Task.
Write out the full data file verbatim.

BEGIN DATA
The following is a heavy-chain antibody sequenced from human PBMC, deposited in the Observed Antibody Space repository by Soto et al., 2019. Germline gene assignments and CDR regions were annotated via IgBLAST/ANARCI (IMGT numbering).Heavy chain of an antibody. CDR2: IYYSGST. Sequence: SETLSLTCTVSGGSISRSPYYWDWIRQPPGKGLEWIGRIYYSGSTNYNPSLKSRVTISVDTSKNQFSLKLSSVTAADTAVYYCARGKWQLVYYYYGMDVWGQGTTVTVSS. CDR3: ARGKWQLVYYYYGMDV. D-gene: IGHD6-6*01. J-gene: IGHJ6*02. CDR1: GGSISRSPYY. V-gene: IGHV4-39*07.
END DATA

The following is a heavy-chain antibody sequenced from human PBMC, deposited in the Observed Antibody Space repository by Soto et al., 2019. Germline gene assignments and CDR regions were annotated via IgBLAST/ANARCI (IMGT numbering).Heavy chain of an antibody. CDR2: IYYSGST. Sequence: SETLSLTCTVSGGSISRSPYYWDWIRQPPGKGLEWIGRIYYSGSTNYNPSLKSRVTISVDTSKNQFSLKLSSVTAADTAVYYCARGKWQLVYYYYGMDVWGQGTTVTVSS. CDR3: ARGKWQLVYYYYGMDV. D-gene: IGHD6-6*01. J-gene: IGHJ6*02. CDR1: GGSISRSPYY. V-gene: IGHV4-39*07.